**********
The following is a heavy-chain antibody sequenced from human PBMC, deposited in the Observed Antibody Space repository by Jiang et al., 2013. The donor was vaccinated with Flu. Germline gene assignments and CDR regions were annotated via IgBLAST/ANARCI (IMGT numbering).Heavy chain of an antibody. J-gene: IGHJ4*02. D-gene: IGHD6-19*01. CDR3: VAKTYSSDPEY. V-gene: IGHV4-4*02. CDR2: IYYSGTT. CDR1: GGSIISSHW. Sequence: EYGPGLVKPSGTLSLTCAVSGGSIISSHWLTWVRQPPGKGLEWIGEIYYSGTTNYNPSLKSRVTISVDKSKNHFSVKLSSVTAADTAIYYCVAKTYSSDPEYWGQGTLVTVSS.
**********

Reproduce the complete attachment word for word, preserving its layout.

The following is a heavy-chain antibody sequenced from human PBMC, deposited in the Observed Antibody Space repository by Jiang et al., 2013. The donor was vaccinated with Flu. Germline gene assignments and CDR regions were annotated via IgBLAST/ANARCI (IMGT numbering).Heavy chain of an antibody. J-gene: IGHJ4*02. D-gene: IGHD6-19*01. CDR3: VAKTYSSDPEY. V-gene: IGHV4-4*02. CDR2: IYYSGTT. CDR1: GGSIISSHW. Sequence: EYGPGLVKPSGTLSLTCAVSGGSIISSHWLTWVRQPPGKGLEWIGEIYYSGTTNYNPSLKSRVTISVDKSKNHFSVKLSSVTAADTAIYYCVAKTYSSDPEYWGQGTLVTVSS.